Record MBA Pay & Job Stats For Darden’s Class Of 2019

The Darden School of Business at the University of Virginia in Charlottesville, VA. Photo/Andrew Shurtleff

Applications to the highly ranked MBA programs in the U.S. may be declining, but the compensation that MBA graduates are getting this year keep going higher and higher. The University of Virginia’s Darden School of Business reported that median starting salaries and sign-on bonuses reached a new record, rising by 6.6% to $162,000 for this year’s class of MBAs from $152,000 last year, according to the school’s preliminary employment report.

The percentage of graduates receiving job offers within three months of graduation also hit a record at 97%, while the percentage of MBAs accepting those offers–94%–in the same timeframe tied a record at the school. Some 97% of the reporting graduates received more than one offer within the three-month timeframe.

The $162,000 total, not including other guaranteed compensation in the first year, is composed of median salaries of $135,000, up by $10,000 from the $125,000 a year earlier, and median signing bonuses of $30,000 reported by 90% of Darden’s Class of 2019. Sign-on bonuses were unchanged year-over-year.


Jeff McNish runs the career development center at UVA’s Darden School of. Business

“It is a very good market and there is great demand,” says Jeff McNish, who joined Darden’s Career Development Center as assistant dean in late 2016 after serving in a similar role at UNC’s Kenan-Flagler Business School since 2010. In his nine years in career development, McNish says 2019 was the best year he has ever experienced for MBA graduates. “This is by far the best year for the diversity of companies, the starting pay, and the percentage of international students getting jobs. Students were getting offers left and right. You could tell back in April it was going to be good, and I think all of us are going to report pretty solid outcomes.”

What’s more, international students have done very well despite initial worries over work visas. The job offer and acceptance rates were only slightly below the overall class, with median signing bonuses equal to the class median and median salaries $10K less at $130,000. Those results were partly the result of a new STEM-designated track in the MBA program made available for the first time to the Class of 2019. Some 80% of Darden’s international students took advantage of the track. “We had six students who, if it weren’t for STEM, wouldn’t be employed in the U.S. this year,” says McNish.

The highly positive outcomes make Darden the second major business school to report record pay in what has been one of the hottest markets for MBA talent in many years, even outdoing a remarkably strong run through the economic expansion. Chicago Booth earlier reported median pay–starting salary and sign-on bonus adjusted for the percentage of MBAs reporting a bonus–this year rose 12.5% to a record $163,900 (see War For Talent Between Consulting & Finance Lead To Soaring MBA Pay At Chicago Booth).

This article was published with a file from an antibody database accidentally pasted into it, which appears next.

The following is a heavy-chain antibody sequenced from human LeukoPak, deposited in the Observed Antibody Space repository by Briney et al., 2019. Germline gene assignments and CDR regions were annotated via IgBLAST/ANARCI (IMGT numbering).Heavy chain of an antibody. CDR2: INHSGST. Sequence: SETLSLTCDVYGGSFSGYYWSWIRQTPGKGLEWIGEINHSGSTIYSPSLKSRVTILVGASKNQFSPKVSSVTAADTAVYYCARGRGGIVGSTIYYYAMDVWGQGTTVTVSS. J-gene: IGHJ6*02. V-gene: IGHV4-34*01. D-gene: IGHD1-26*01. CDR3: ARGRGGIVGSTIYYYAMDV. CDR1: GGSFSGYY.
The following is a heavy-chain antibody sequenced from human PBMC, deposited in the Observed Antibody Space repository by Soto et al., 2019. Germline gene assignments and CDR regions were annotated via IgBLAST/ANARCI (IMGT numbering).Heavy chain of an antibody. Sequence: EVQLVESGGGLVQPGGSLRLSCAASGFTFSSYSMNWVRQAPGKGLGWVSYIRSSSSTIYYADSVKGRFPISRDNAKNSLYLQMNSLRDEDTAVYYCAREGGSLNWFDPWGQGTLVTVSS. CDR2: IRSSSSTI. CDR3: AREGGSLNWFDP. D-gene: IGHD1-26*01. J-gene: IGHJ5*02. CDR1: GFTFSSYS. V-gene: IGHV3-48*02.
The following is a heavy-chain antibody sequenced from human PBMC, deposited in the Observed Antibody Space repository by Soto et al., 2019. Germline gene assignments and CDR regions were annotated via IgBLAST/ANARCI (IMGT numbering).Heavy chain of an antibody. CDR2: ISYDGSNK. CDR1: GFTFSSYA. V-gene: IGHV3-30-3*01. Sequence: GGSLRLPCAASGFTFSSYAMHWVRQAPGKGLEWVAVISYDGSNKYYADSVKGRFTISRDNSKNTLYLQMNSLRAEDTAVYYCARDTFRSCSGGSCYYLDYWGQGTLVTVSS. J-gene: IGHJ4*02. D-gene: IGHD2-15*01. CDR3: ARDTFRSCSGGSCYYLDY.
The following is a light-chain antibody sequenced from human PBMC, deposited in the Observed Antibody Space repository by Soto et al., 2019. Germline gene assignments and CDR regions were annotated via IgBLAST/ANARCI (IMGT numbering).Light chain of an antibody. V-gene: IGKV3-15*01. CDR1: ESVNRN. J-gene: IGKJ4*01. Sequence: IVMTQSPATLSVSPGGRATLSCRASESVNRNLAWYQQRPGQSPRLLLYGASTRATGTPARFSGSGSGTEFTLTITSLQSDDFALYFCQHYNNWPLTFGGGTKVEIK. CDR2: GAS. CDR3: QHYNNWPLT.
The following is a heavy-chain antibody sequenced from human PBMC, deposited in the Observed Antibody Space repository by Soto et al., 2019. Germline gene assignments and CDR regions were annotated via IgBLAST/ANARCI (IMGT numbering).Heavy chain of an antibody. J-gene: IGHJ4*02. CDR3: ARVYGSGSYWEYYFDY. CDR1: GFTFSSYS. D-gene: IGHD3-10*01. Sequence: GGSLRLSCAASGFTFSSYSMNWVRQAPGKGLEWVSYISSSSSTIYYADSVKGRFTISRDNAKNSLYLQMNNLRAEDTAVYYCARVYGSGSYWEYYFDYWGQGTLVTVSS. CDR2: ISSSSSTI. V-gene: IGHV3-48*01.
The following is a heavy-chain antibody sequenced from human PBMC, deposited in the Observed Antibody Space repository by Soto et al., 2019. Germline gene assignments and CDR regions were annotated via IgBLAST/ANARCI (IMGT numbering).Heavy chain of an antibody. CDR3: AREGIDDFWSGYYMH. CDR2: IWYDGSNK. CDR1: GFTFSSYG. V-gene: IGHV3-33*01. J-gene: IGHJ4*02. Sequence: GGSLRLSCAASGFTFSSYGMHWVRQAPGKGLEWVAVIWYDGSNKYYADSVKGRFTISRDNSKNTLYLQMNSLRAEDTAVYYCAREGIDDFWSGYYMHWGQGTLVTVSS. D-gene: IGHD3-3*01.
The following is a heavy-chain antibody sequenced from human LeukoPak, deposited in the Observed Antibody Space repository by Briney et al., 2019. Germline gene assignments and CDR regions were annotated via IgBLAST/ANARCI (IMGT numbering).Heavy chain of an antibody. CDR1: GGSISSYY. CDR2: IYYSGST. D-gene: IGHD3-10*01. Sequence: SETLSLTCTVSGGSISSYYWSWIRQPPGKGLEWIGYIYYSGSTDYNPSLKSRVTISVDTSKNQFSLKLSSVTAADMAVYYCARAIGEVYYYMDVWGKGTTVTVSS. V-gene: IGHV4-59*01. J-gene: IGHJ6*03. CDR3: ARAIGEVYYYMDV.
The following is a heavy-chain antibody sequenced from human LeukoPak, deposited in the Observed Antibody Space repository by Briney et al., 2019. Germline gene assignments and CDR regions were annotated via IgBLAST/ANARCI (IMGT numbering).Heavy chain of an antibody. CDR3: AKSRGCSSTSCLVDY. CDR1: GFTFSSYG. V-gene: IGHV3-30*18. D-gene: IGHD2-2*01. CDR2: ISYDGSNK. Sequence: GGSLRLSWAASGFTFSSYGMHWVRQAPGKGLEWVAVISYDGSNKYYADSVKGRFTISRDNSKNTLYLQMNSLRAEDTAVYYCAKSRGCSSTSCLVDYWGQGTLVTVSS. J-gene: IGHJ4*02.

McNish confirms that consulting and financial services have largely driven this year’s increase. “These firms started to see that the competition for talent was going to be fierce and they decided to make a move. Once one went, they all went.”

Just as at Chicago Booth, the increasing scramble for MBA talent by consulting firms and the financial services industry led to substantial increases in median salaries, though year-over-year median salary increases were reported in eight different industries, including energy, real estate, retailing, and consumer products. In financial services, median salaries jumped 16.0% to $145,000 from $125,000, the largest increase for any industry. Median salaries in consulting rose 8.2% to $159,000 from $147,000 last year, Median salaries in retail, including some Amazon hires classified as retail, increased 8.3% to $130,000 from $120,000.

The $10K bump in consulting salaries, no doubt, helped the industry lure more of this year’s Darden class into the fold. Some 35.3% of the class accepted jobs with consulting firms, up from 31.5% a year earlier. After all, the highest comp packages went to consulting-bound MBAs, with starting median salaries and signing bonuses that totaled $189,000. In fact, the highest reported salary this year–$173,000–went to a student who accepted a job in consulting. Financial services fell slightly to 24.8% from 26.2%, while Darden MBAs headed into technology amounted to 16.1% from 18.1%.


The new recruiting season is also off to a fast start, according to McNish. Some 88% of the students who did their summer internships in investment banking returned to campus with offers, a conversion rate that compares with just 70% two years ago and 78% last year. “The conversion rate for bulge bracket banks was four for four,” says McNish. “The recruiters are banging on the doors to start. On the first day of class on Aug. 26th, we had a company do an off-grounds and unofficial event. It’s just nutty.”

The offers coming out of the internship season are also getting increasingly creative. McNish notes that one firm offered a student a sign-on bonus of $37,500, with $7,500 immediately available if the student signs on by the end of September, another $15,000 within three months and the final $15,000 when the student shows up for work.

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